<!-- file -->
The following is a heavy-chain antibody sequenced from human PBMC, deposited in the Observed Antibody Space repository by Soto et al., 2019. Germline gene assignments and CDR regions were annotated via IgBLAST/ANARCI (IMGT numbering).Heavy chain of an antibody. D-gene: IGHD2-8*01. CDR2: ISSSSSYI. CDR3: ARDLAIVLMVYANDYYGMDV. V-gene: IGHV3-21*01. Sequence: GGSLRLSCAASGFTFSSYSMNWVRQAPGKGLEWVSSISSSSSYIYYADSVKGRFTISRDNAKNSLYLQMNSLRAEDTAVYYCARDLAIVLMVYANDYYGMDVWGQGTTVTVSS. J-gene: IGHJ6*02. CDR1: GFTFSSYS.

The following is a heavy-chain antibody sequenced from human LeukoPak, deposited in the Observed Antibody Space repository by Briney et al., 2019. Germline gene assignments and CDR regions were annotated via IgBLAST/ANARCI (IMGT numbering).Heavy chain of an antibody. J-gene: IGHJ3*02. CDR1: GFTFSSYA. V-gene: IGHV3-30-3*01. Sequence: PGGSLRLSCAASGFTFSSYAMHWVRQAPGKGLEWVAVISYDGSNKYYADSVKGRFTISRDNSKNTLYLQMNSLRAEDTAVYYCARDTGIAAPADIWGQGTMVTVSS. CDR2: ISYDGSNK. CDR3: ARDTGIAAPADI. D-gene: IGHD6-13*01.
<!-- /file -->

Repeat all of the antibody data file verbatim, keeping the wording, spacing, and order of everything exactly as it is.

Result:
The following is a heavy-chain antibody sequenced from human PBMC, deposited in the Observed Antibody Space repository by Soto et al., 2019. Germline gene assignments and CDR regions were annotated via IgBLAST/ANARCI (IMGT numbering).Heavy chain of an antibody. D-gene: IGHD2-8*01. CDR2: ISSSSSYI. CDR3: ARDLAIVLMVYANDYYGMDV. V-gene: IGHV3-21*01. Sequence: GGSLRLSCAASGFTFSSYSMNWVRQAPGKGLEWVSSISSSSSYIYYADSVKGRFTISRDNAKNSLYLQMNSLRAEDTAVYYCARDLAIVLMVYANDYYGMDVWGQGTTVTVSS. J-gene: IGHJ6*02. CDR1: GFTFSSYS.

The following is a heavy-chain antibody sequenced from human LeukoPak, deposited in the Observed Antibody Space repository by Briney et al., 2019. Germline gene assignments and CDR regions were annotated via IgBLAST/ANARCI (IMGT numbering).Heavy chain of an antibody. J-gene: IGHJ3*02. CDR1: GFTFSSYA. V-gene: IGHV3-30-3*01. Sequence: PGGSLRLSCAASGFTFSSYAMHWVRQAPGKGLEWVAVISYDGSNKYYADSVKGRFTISRDNSKNTLYLQMNSLRAEDTAVYYCARDTGIAAPADIWGQGTMVTVSS. CDR2: ISYDGSNK. CDR3: ARDTGIAAPADI. D-gene: IGHD6-13*01.